Moreover, the Further Review and Sensitivities Report makes clear that the claimed £6.1 bn benefit includes impacts outside the UK as well as the value to overseas travellers using Heathrow as a hub to pass through. When the UK-only benefits were calculated, they estimated that a third runway would bring benefits of between £5.8 billion and £9.9 billion. This is feeble when they predicted that Gatwick expansion would be worth £8.9 billion to £10.3 billion to U.K. residents. Further, the report asserts that an overrun in Heathrow’s costs of just one per cent could be enough to negate the overall benefits of the scheme. By contrast the analysis found Gatwick, which would cost half as much, would still offer benefits if costs rose by 44 per cent.
It is vital that the UK makes full use of the capacity of all its airports and the Government should publish a national airports strategy that enables regional airports to develop their own unique identity and competitive advantage in addition to fulfilling a wider strategic role for UK plc. Such a strategy should include clear improvements in surface access to airports and form part of an integrated transport strategy for the country.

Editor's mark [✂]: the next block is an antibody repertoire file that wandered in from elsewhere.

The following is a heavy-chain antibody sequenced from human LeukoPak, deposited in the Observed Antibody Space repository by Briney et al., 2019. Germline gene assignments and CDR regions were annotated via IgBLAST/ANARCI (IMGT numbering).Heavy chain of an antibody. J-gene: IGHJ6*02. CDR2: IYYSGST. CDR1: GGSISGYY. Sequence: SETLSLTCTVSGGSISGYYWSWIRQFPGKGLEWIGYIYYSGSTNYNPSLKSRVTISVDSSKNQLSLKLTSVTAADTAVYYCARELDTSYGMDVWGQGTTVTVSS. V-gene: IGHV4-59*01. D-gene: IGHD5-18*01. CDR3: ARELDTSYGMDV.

If the Government is serious about rebalancing the economy then direct flights to regional airports are vital to support economic growth. Indeed, in the CBI’s 2016 Unlocking Regional Growth report, businesses recognised the need to better link regions to international markets to increase and encourage export capabilities. It is clear that businesses want to fly directly to centres of trade and commerce without the need to transfer before reaching their destination.
The recent consultation on the draft National Policy Statement was been written with such a focus on Heathrow that it could not be applied to other airports in the South East let alone anywhere else in the UK. Whilst the Airports Commission process examined a range of options for expansion of runway capacity, at no stage has Government undertaken a comprehensive and strategy assessment of the totality of UK airport capacity. There is a significant need for a genuinely national integrated transport strategy to help address investment requirements and prioritise key schemes that deliver the greatest benefits, environmentally, socially and economically to the entire UK.
It is clear that Heathrow expansion does not meet Labour’s four tests – and it won’t meet them any time soon. In its manifesto, Labour should explore supporting alternative options for the issue of airport capacity in the UK.